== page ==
IMAS researchers today released the results of the latest survey of environmental conditions in Macquarie Harbour, carried out as part of a research project studying oxygen dynamics and conditions on the bottom of the harbour.
IMAS Research Fellow Dr Jeff Ross said regular updates are being provided on the project, which is designed to inform the long-term sustainable management of the harbour.
“Our January survey highlighted an improvement in bottom water oxygen conditions but little change in faunal communities in the sediments since the deterioration in spring 2016,” Dr Ross said.
“Our midyear survey has now documented some encouraging signs of faunal recovery.”
Dr Ross said the spread of the bacterial mat Beggiatoa around leases had retracted and oxygen conditions through the middle of the year have improved.
“However, while these observations are encouraging, oxygen levels in the middle of the water column remain very low and bottom waters are decreasing with the onset of spring, and so there is still the potential for dissolved oxygen levels to return to critically low levels.
“The next IMAS survey begins in October and this is the same time of year that oxygen levels reached critically low levels and the conditions of the sediments deteriorated in recent years.
“The results of the next survey will reveal how far the system has recovered since late last year,” Dr Ross said.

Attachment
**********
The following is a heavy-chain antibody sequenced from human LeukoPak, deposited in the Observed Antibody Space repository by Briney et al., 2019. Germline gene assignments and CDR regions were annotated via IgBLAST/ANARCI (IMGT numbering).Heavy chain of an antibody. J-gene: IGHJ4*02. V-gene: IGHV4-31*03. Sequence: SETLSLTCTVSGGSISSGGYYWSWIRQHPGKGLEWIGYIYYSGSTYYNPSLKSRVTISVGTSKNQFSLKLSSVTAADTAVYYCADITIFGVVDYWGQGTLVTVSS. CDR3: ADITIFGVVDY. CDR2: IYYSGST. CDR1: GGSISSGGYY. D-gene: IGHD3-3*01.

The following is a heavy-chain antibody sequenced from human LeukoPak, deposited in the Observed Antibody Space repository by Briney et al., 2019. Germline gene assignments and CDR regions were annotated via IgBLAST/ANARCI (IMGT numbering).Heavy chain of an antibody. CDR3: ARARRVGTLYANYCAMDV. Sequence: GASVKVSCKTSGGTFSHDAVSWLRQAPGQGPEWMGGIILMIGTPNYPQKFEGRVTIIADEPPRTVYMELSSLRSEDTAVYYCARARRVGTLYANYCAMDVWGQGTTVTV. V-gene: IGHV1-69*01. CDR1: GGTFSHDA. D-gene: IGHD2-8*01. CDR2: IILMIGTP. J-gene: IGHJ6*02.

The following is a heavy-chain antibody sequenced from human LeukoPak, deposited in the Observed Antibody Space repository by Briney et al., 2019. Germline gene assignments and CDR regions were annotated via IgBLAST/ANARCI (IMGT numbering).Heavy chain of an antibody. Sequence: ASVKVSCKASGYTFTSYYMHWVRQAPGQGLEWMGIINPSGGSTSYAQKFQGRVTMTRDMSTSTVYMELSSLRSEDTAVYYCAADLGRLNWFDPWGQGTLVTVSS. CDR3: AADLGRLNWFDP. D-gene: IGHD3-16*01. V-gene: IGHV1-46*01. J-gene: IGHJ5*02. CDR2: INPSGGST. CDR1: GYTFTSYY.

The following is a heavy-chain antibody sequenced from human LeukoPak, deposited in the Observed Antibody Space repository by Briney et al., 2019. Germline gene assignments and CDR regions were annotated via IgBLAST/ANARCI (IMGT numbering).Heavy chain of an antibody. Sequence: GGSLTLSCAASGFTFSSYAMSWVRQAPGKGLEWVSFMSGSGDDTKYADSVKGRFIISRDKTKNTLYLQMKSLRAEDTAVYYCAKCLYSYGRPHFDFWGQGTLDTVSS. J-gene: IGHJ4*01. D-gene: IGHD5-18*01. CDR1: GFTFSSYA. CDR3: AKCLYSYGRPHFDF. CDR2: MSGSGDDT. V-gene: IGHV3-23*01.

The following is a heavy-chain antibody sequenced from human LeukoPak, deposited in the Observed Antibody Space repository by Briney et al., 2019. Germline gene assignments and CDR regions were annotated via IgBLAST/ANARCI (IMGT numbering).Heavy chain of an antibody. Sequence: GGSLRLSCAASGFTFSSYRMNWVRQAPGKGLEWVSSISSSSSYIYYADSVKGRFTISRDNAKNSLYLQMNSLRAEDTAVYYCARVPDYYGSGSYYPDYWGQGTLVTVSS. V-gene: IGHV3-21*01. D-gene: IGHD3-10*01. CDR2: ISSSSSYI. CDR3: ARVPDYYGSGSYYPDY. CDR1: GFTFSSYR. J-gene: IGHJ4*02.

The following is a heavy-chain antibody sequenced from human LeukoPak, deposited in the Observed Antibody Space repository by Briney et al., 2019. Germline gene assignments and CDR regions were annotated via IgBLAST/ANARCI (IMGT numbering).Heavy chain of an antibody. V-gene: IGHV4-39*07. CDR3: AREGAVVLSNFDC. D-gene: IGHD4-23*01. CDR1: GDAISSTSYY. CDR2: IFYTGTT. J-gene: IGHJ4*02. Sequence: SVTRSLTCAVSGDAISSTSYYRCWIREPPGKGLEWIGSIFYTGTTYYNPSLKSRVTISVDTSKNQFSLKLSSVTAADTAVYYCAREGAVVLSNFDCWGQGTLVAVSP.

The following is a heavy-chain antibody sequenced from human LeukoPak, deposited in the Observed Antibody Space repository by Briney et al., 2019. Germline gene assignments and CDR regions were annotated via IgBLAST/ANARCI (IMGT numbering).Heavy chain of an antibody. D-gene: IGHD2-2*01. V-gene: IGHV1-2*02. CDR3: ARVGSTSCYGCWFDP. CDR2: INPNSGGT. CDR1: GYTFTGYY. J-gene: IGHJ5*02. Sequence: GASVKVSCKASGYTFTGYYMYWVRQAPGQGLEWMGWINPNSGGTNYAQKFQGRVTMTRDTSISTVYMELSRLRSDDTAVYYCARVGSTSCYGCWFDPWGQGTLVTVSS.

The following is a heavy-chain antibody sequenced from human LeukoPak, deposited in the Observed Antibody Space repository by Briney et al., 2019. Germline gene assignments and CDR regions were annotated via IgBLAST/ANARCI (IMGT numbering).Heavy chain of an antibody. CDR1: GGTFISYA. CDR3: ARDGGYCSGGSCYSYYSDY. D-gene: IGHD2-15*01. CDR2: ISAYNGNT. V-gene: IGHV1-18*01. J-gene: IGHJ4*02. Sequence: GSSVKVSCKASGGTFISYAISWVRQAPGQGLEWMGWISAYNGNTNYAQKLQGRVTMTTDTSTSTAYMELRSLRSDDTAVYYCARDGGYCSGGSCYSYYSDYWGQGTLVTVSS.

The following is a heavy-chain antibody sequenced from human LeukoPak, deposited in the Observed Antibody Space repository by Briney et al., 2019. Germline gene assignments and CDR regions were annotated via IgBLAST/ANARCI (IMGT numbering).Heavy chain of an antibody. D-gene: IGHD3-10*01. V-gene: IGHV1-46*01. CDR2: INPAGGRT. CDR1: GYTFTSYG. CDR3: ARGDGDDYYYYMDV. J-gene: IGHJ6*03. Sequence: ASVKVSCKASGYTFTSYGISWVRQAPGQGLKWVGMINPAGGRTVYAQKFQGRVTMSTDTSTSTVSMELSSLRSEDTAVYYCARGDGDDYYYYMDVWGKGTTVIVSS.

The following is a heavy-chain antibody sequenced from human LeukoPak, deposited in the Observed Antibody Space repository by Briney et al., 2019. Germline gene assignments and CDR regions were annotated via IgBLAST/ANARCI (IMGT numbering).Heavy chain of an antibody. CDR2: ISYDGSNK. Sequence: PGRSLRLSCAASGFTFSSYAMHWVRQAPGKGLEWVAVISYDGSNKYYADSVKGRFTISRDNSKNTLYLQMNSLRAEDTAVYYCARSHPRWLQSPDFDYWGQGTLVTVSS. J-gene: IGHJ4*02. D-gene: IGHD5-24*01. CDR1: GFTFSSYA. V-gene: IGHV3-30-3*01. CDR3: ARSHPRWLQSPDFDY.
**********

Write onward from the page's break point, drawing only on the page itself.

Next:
A key element of the project is the modelling of water movement and oxygen, led by the CSIRO’s Dr Karen Wild-Allen.
Dr Wild-Allen said the CSIRO model of Macquarie Harbour is simulating the movement of water in real time and providing forecasts three days in advance.
“Importantly, we are using the model to track oxygen in the harbour, which will help to unravel the drivers of the oxygen levels we are now observing,” Dr Wild-Allen said.
“Our results have already demonstrated the importance of oceanic water flowing in over the shallow and narrow entrance to the harbour in influencing oxygen levels in the bottom waters, and of the seasonal influence of weather and river conditions.
“The model suggest that oxygen replenishment of the bottom waters is more likely to occur when river flows are low,” Dr Wild-Allen said
The CSIRO model has also been used to understand the ‘age’ of different parts of the water column.
Dr Wild-Allen said it was clear that the water in the middle of the water column is resident in the system for the longest period of time and that this helps explain why this region is where the lowest levels of oxygen are often seen.
The project is funded by the Australian Government’s Fisheries Research and Development Corporation (FRDC), the Tasmanian Government, and aquaculture companies, and is due for completion in early 2018.
The latest report, together with those released in May and January, can be found here. The next update will be released in early 2018.